Like most people, the Harrises didn't see the recession coming. Three years ago, they bought the small, neat duplex they'd been renting for years and rented out the other half. Their daughter, Emily, 22, is a college student and lives with them.
Last week, the mortgage company agreed to halve their $2,645 monthly mortgage payment. But the reprieve is only for four months. "Meanwhile, I'm getting all these bills," said Linda.
This year's federal economic stimulus law will help because it covers 65 percent of COBRA premiums. That cut Mike Harris' premium from $400 a month to $138.
Not that it has turned Harris into a supporter of President Obama. He watches Bill O'Reilly, the conservative cable network host. He's disillusioned with politicians, Republicans and Democrats. Only once in his life has he voted, and it was for Ross Perot.
Harris says he wants to know why it's so tough for him, someone who has been paying taxes all his life, when illegal immigrants can walk into an emergency room and get free care. "The more I put into the system, the less I get. The less I put into the system, the more I get," he said. "How does that even make sense?"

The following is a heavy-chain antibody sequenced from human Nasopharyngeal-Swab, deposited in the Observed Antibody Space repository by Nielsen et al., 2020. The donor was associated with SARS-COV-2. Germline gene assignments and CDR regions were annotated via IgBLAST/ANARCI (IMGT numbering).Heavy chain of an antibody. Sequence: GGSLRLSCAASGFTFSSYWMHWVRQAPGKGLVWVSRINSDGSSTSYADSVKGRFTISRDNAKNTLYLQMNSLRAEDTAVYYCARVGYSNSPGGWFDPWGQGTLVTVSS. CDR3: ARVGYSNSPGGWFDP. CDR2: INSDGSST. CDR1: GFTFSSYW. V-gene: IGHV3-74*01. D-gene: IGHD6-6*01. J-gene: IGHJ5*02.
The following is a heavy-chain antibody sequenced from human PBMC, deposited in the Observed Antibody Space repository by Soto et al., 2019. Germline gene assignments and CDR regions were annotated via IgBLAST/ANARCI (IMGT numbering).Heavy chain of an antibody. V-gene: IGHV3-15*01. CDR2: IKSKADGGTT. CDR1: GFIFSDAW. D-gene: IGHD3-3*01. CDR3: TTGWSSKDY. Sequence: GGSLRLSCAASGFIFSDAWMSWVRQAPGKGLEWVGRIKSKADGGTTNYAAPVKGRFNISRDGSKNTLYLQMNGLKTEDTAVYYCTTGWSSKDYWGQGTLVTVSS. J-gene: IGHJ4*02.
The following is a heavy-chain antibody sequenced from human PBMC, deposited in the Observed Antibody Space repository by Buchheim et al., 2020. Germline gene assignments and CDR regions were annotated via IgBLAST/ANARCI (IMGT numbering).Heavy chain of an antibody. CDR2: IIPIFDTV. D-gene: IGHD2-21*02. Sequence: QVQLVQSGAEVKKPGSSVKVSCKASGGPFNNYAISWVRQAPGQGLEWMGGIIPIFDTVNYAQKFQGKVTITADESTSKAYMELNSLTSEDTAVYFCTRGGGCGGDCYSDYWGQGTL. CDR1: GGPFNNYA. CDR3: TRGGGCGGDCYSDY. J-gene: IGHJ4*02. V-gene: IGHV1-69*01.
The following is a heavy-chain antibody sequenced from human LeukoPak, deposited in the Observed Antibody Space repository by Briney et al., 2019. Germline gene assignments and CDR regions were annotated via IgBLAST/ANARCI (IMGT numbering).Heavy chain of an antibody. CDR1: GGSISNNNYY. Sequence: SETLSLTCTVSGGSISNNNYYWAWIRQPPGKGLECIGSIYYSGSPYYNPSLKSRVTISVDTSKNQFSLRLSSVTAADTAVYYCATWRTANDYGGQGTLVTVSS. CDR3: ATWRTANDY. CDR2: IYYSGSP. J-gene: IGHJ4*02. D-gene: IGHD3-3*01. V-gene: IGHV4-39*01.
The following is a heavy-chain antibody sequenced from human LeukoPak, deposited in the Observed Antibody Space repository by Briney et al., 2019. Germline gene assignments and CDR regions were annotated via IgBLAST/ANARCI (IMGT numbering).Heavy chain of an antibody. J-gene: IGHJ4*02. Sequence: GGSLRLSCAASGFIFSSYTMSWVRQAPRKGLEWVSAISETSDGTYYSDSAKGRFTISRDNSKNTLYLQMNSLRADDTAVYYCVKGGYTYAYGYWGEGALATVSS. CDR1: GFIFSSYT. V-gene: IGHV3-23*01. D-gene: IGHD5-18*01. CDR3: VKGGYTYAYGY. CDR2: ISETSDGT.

But the ordeal has made him think about health care in the United States; he says a national health system isn't such a bad idea, because "at least you know you're getting something for your taxes."
On bad days, he tells Linda: "You might as well divorce me and kick me out the door."
Cancer patients struggle
Harris is not alone in the struggle to pay for cancer treatment.